CWU pickets call for a general strike

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Jarrow Labour MP KATE OSBORNE (3rd from right) joined the picket outside BT Tower in central London yesterday morning

‘I’m 100 per cent for a general strike,’ Communication Workers Union (CWU) Capital Branch Assistant Secretary and BT Tower rep Darren Weller said yesterday morning.

Weller was speaking to News Line on the picket line outside the iconic central London tower as 40,000 BT & Openreach CWU members held the second day of a two-day strike, following last Friday, after voting 95.8% for strike action to win a pay increase in line with inflation.

Weller continued: ‘The cost of living crisis is affecting many households up and down the country. It’s unpalatable. We need to come out and support people from all walks of life now.

‘People’s perceptions of unions are changing. When rail workers are on strike people are supporting them. We’ve had tremendous support on our picket line.

‘The public are now seeing the unions are supporting people, whereas the corporates are supporting their wallets. I don’t think it’s going to be long before there’s a general strike – people will revolt.’

CWU executive member Peter Francis said: ‘We’ve set up our own food banks on picket lines. Our pay is so poor in the call centres, members have to use food banks. At the BT Tower on the picket line I’d like to thank the public for all the food. Last Friday, people were dropping off carrier bags full of food to be distributed to food banks.

‘As far as our strike is concerned, it has been solid. We had a very high turnout on Friday – a fantastic day of solidarity for the strikers.’

Jarrow Labour MP Kate Osborne told News Line: ‘I’m here in solidarity with the CWU workforce in the second national strike in 35 years. BT is a company that turned over £2bn in the last financial year. £750 million of that went to shareholders while BT kept £1.3 billion. This was where the chief executive Philip Jansen gave himself an over 30% pay rise.

‘In the middle of the cost-of-living crisis with workers across the country struggling, they need to do the right thing and give them a decent pay rise.’

CWU member Kevin Meehan said: ‘This strike is about workers making a stand. I support every other strike action.

With inflation so high no-one can cope with it. The binmen in Coventry have been on strike for six months and they’ve won a 12% rise. If it comes to it, we need a general strike. I don’t think much of the Tories or the Labour leader. I’d vote Labour just to get the Tories out but I don’t like Starmer.’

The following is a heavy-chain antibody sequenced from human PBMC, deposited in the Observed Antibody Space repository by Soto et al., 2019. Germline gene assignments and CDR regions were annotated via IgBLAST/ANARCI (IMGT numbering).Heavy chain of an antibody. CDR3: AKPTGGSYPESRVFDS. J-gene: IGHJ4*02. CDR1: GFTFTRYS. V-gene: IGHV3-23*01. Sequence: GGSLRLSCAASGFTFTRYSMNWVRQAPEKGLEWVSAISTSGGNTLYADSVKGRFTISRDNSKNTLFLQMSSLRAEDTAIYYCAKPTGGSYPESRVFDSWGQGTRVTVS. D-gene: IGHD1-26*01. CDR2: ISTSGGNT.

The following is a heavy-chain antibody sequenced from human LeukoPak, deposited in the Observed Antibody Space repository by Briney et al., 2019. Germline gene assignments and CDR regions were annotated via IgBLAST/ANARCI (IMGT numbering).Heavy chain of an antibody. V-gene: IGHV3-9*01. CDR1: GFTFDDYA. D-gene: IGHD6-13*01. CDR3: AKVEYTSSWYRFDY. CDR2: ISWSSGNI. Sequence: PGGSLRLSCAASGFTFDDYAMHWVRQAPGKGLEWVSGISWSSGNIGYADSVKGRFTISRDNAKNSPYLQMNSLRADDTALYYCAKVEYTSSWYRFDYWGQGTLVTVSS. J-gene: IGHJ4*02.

On the picket line at Colombo House in London SE1, CWU rep Brian said: ‘The vast majority of members are behind us. We’ve had years of below-inflation pay rises. This is a very profitable company. All we’re asking for is a fair pay increase to match inflation.

‘There are many colleagues struggling to survive, especially those with young families. Clearly there are bigger price rises coming up, especially food items. I fear for people growing up in this society the way it’s going.’

At Peterborough Rd depot in Fulham, west London, CWU rep Winston Richards said: ‘Our members have not had a pay rise in two years. BT’s profits were £1.3 billion and £713 million was paid to shareholders in dividends. They put up prices 9%, but say we can’t get a pay rise because they can’t afford one. They imposed a pay award rather than negotiate. Everything must be negotiated. The board must not show arrogance but match wages with inflation. We are not backing down.’

On the picket line at Northolt, CWU picket Saqib Butt said: ‘I was down supporting the Aslef strike at Willesden Junction on Saturday and it was really busy with lots of strikers and supporters all day. We went to show solidarity. We know what they’re going through. Other unions are talking about a general strike. Everyone is feeling the pinch. We’re seeing astronomical gas and electric price rises and we’re expected to live on the same.’

CWU picket Dave Saunders said: ‘Good for these Labour MPs for joining our picket lines. We’ve got a foodbank in one of our call centres because our pay is so poor.’